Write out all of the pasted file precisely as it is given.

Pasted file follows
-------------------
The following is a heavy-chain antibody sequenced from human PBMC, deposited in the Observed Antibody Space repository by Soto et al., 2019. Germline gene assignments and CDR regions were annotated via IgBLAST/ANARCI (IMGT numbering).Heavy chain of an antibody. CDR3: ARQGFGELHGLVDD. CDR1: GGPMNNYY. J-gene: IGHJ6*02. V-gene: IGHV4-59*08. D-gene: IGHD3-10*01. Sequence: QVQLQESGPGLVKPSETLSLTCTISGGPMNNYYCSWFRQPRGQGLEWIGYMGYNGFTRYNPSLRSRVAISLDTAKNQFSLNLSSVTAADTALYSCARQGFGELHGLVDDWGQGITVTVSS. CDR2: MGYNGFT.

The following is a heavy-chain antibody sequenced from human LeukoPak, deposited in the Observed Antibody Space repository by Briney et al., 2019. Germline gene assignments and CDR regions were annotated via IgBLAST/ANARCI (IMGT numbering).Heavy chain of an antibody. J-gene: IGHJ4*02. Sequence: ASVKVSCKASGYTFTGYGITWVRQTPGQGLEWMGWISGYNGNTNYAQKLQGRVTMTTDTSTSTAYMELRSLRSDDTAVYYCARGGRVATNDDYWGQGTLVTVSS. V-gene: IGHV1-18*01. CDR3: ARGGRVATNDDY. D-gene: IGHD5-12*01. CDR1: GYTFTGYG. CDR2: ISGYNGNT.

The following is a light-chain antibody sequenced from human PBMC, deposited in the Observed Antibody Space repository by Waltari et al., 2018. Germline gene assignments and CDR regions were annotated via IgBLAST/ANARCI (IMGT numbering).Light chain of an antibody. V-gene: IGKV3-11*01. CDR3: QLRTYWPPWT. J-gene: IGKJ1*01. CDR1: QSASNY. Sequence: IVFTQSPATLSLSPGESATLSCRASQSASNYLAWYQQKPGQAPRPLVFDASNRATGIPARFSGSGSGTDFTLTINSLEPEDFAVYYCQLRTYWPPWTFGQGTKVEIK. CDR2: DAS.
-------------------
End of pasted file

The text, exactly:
The following is a heavy-chain antibody sequenced from human PBMC, deposited in the Observed Antibody Space repository by Soto et al., 2019. Germline gene assignments and CDR regions were annotated via IgBLAST/ANARCI (IMGT numbering).Heavy chain of an antibody. CDR3: ARQGFGELHGLVDD. CDR1: GGPMNNYY. J-gene: IGHJ6*02. V-gene: IGHV4-59*08. D-gene: IGHD3-10*01. Sequence: QVQLQESGPGLVKPSETLSLTCTISGGPMNNYYCSWFRQPRGQGLEWIGYMGYNGFTRYNPSLRSRVAISLDTAKNQFSLNLSSVTAADTALYSCARQGFGELHGLVDDWGQGITVTVSS. CDR2: MGYNGFT.

The following is a heavy-chain antibody sequenced from human LeukoPak, deposited in the Observed Antibody Space repository by Briney et al., 2019. Germline gene assignments and CDR regions were annotated via IgBLAST/ANARCI (IMGT numbering).Heavy chain of an antibody. J-gene: IGHJ4*02. Sequence: ASVKVSCKASGYTFTGYGITWVRQTPGQGLEWMGWISGYNGNTNYAQKLQGRVTMTTDTSTSTAYMELRSLRSDDTAVYYCARGGRVATNDDYWGQGTLVTVSS. V-gene: IGHV1-18*01. CDR3: ARGGRVATNDDY. D-gene: IGHD5-12*01. CDR1: GYTFTGYG. CDR2: ISGYNGNT.

The following is a light-chain antibody sequenced from human PBMC, deposited in the Observed Antibody Space repository by Waltari et al., 2018. Germline gene assignments and CDR regions were annotated via IgBLAST/ANARCI (IMGT numbering).Light chain of an antibody. V-gene: IGKV3-11*01. CDR3: QLRTYWPPWT. J-gene: IGKJ1*01. CDR1: QSASNY. Sequence: IVFTQSPATLSLSPGESATLSCRASQSASNYLAWYQQKPGQAPRPLVFDASNRATGIPARFSGSGSGTDFTLTINSLEPEDFAVYYCQLRTYWPPWTFGQGTKVEIK. CDR2: DAS.